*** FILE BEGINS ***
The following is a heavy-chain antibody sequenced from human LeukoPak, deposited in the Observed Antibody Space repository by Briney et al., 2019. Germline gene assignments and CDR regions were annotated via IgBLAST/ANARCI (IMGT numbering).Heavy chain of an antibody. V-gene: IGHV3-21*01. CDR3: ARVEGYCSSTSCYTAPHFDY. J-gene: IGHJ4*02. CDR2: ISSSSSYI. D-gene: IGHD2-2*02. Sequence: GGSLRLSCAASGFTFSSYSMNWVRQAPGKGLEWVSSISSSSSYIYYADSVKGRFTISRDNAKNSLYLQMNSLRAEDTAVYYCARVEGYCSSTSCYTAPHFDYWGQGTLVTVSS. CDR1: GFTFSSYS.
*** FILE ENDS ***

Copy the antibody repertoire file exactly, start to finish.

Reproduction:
The following is a heavy-chain antibody sequenced from human LeukoPak, deposited in the Observed Antibody Space repository by Briney et al., 2019. Germline gene assignments and CDR regions were annotated via IgBLAST/ANARCI (IMGT numbering).Heavy chain of an antibody. V-gene: IGHV3-21*01. CDR3: ARVEGYCSSTSCYTAPHFDY. J-gene: IGHJ4*02. CDR2: ISSSSSYI. D-gene: IGHD2-2*02. Sequence: GGSLRLSCAASGFTFSSYSMNWVRQAPGKGLEWVSSISSSSSYIYYADSVKGRFTISRDNAKNSLYLQMNSLRAEDTAVYYCARVEGYCSSTSCYTAPHFDYWGQGTLVTVSS. CDR1: GFTFSSYS.